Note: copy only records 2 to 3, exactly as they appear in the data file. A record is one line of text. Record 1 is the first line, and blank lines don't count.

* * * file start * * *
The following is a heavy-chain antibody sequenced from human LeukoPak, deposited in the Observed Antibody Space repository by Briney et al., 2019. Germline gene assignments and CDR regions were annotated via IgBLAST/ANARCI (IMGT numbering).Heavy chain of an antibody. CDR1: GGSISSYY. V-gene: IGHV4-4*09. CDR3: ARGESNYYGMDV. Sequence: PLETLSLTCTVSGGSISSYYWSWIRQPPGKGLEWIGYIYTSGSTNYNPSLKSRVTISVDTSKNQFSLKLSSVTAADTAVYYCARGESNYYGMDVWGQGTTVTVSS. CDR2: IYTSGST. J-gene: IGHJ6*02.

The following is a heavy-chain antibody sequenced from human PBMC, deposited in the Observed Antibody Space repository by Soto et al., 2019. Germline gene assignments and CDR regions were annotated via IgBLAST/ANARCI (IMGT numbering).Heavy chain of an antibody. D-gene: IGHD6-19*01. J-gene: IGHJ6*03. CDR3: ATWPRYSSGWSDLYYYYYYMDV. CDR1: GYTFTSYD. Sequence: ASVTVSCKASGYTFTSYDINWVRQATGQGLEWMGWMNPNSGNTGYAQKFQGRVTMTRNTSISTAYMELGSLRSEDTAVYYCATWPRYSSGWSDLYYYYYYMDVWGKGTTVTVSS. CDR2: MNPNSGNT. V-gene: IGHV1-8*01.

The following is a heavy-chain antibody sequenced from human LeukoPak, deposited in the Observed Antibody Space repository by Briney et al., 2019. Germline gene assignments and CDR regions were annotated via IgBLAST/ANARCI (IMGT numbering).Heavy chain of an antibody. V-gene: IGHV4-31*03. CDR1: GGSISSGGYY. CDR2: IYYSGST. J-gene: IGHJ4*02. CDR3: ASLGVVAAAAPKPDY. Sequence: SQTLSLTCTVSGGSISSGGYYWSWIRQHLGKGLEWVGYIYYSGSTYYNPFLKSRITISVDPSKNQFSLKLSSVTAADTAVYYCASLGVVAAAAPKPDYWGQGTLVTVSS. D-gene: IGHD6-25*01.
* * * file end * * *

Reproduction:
The following is a heavy-chain antibody sequenced from human PBMC, deposited in the Observed Antibody Space repository by Soto et al., 2019. Germline gene assignments and CDR regions were annotated via IgBLAST/ANARCI (IMGT numbering).Heavy chain of an antibody. D-gene: IGHD6-19*01. J-gene: IGHJ6*03. CDR3: ATWPRYSSGWSDLYYYYYYMDV. CDR1: GYTFTSYD. Sequence: ASVTVSCKASGYTFTSYDINWVRQATGQGLEWMGWMNPNSGNTGYAQKFQGRVTMTRNTSISTAYMELGSLRSEDTAVYYCATWPRYSSGWSDLYYYYYYMDVWGKGTTVTVSS. CDR2: MNPNSGNT. V-gene: IGHV1-8*01.

The following is a heavy-chain antibody sequenced from human LeukoPak, deposited in the Observed Antibody Space repository by Briney et al., 2019. Germline gene assignments and CDR regions were annotated via IgBLAST/ANARCI (IMGT numbering).Heavy chain of an antibody. V-gene: IGHV4-31*03. CDR1: GGSISSGGYY. CDR2: IYYSGST. J-gene: IGHJ4*02. CDR3: ASLGVVAAAAPKPDY. Sequence: SQTLSLTCTVSGGSISSGGYYWSWIRQHLGKGLEWVGYIYYSGSTYYNPFLKSRITISVDPSKNQFSLKLSSVTAADTAVYYCASLGVVAAAAPKPDYWGQGTLVTVSS. D-gene: IGHD6-25*01.